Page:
Since the new Data Protection Act was introduced in 2018, GP practices have faced several issues relating to GDPR (The EU’s General Data Protection Regulations – still an integral part of UK law). These practices handle sensitive data regularly, and patients expect their privacy to be fully protected.
The legislation allows patients to access their medical records free of charge via a Subject Access Request (SAR). This includes circumstances where they authorise a third party, like an insurance firm or lawyer, to request the data. To remain legally compliant and avoid action from the Health and Care Professions Council, GP practices should take heed of the rules concerning patient data, as outlined below:
In England, Northern Ireland, and Wales, GP records should be retained while a patient is alive and at least ten years after they die. In Scotland, these records should be kept for at least three years after a patient dies. While patients can request the deletion of their Summary Care Records, per the ‘right to be forgotten’ under GDPR, this should not usually happen during the advised period of retention. This helps to preserve the integrity of audit trails.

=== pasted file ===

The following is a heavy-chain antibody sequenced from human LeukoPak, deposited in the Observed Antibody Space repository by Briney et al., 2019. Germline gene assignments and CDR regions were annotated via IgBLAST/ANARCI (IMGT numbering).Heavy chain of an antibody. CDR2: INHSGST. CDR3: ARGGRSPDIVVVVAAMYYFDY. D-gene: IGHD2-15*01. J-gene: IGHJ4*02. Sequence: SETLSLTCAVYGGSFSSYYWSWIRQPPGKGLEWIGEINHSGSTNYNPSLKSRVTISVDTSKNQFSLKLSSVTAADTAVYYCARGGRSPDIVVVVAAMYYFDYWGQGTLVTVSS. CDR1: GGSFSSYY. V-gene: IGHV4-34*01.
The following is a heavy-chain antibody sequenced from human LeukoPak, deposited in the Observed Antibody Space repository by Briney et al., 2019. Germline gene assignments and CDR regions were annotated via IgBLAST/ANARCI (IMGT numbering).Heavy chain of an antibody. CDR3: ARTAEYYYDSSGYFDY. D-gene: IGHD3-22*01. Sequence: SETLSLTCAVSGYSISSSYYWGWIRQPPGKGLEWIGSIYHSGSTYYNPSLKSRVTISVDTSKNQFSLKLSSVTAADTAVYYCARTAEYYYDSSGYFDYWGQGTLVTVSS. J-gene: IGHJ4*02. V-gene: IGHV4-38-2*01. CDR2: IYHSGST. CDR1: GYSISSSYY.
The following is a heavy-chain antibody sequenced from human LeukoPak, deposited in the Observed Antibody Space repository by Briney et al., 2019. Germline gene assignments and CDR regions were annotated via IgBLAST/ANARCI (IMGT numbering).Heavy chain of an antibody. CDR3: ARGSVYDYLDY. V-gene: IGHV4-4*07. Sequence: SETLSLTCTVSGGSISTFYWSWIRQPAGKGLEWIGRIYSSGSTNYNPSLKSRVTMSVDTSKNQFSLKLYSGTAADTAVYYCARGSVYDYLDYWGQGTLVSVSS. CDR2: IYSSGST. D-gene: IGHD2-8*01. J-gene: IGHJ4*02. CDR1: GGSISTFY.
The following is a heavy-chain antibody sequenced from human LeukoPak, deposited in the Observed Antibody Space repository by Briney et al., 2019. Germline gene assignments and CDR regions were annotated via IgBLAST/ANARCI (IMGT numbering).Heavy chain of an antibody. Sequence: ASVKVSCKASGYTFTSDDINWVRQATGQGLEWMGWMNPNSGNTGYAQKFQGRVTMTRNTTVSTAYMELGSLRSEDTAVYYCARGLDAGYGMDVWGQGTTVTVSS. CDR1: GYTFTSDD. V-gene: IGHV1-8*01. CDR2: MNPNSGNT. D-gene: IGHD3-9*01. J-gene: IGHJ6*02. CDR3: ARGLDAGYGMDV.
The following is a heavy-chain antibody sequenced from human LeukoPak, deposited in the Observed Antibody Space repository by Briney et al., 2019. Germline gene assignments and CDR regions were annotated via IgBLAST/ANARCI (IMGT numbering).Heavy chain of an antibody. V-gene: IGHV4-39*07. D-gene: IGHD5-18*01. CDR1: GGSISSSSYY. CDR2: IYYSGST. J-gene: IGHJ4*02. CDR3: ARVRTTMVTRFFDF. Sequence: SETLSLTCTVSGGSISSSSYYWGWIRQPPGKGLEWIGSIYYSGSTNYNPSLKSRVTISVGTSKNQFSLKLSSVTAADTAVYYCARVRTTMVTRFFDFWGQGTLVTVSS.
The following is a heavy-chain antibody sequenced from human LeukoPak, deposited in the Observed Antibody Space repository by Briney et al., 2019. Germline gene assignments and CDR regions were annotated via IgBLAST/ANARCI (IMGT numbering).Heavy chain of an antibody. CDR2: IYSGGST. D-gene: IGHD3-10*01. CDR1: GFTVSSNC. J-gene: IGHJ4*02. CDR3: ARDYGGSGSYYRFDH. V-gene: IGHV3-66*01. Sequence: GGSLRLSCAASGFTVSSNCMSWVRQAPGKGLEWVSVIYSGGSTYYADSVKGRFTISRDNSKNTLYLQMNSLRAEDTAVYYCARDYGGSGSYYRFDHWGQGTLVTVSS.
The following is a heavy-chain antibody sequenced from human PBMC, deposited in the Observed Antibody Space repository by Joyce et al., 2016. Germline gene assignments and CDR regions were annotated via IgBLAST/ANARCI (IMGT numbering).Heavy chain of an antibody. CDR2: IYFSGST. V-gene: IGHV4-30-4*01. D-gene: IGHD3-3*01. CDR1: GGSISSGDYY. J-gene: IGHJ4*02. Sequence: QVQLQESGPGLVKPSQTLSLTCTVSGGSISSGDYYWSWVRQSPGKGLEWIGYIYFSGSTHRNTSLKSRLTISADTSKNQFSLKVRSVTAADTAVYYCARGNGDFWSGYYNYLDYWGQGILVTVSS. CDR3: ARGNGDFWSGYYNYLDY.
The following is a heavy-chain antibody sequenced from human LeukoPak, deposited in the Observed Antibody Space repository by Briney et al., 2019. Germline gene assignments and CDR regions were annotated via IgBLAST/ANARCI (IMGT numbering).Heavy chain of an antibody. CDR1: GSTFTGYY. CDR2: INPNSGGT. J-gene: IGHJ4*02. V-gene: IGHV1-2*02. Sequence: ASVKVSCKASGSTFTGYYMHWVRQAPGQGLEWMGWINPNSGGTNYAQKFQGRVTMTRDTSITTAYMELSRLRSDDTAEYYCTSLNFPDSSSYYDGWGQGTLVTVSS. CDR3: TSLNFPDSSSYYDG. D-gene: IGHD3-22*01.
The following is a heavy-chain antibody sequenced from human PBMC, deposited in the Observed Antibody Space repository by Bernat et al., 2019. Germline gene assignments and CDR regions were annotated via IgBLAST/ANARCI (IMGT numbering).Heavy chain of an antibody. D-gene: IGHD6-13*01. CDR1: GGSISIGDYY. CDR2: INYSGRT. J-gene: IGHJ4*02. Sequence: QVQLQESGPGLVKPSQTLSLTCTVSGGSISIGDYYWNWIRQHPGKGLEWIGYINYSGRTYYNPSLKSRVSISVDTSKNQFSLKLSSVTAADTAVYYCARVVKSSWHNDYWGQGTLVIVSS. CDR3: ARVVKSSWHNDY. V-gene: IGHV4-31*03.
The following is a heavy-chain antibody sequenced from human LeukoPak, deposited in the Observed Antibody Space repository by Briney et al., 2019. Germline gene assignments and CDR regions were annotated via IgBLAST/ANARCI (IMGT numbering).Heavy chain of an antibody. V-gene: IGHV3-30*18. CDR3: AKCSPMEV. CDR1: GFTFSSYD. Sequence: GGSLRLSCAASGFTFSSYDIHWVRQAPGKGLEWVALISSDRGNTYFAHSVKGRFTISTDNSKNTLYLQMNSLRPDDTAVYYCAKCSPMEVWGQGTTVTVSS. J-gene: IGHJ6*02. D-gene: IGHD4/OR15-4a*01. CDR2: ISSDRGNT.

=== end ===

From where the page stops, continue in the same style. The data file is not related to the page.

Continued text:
The main thing to remember about GDPR is that it complements pre-existing privacy obligations between doctors and patients. Also, the legislation applies to paper (physical) records and digital records alike. GDPR does not cover the rights of deceased patients (the Access to Health Records Act serves this purpose).
Subject Access Requests
A solicitor can ask to access the medical record of a patient if he or she has the patient’s consent in writing. Sometimes, the full document will be requested, to determine which elements relate to an insurance claim or compensation case. GPs who receive SARs from insurance firms should contact patients to discuss how the disclosure could impact them. Rather than sending the data to insurance firms directly, GPs should give it to the patients concerned.
Can A GP Charge For A SAR?
Organisations are customarily expected to process SARs for free. However, GP practices can charge fees for SARs if an organisation or individual requests the same data repeatedly. Also, payments can be charged if practices have to interpret medical record data, or produce medical reports.
Digital Or Hard Copy Records?
As far as providing information to patients goes, the Information Commissioner’s Office favours digital formats. The guidance indicates that GP practices can deliver the data in the same manner if a request is received digitally. This means that CDs or USB drives are acceptable, although it is prudent to confirm the best format with patients beforehand.
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